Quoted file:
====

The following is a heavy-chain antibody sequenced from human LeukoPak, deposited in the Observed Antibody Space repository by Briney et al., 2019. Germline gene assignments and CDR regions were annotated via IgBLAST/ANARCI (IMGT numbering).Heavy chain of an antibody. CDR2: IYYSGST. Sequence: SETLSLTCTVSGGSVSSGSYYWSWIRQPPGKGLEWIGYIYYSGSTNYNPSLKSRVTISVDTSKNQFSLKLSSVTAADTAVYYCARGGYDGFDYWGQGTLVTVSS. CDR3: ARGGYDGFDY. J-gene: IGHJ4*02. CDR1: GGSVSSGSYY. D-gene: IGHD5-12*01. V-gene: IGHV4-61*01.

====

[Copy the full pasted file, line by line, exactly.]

The following is a heavy-chain antibody sequenced from human LeukoPak, deposited in the Observed Antibody Space repository by Briney et al., 2019. Germline gene assignments and CDR regions were annotated via IgBLAST/ANARCI (IMGT numbering).Heavy chain of an antibody. CDR2: IYYSGST. Sequence: SETLSLTCTVSGGSVSSGSYYWSWIRQPPGKGLEWIGYIYYSGSTNYNPSLKSRVTISVDTSKNQFSLKLSSVTAADTAVYYCARGGYDGFDYWGQGTLVTVSS. CDR3: ARGGYDGFDY. J-gene: IGHJ4*02. CDR1: GGSVSSGSYY. D-gene: IGHD5-12*01. V-gene: IGHV4-61*01.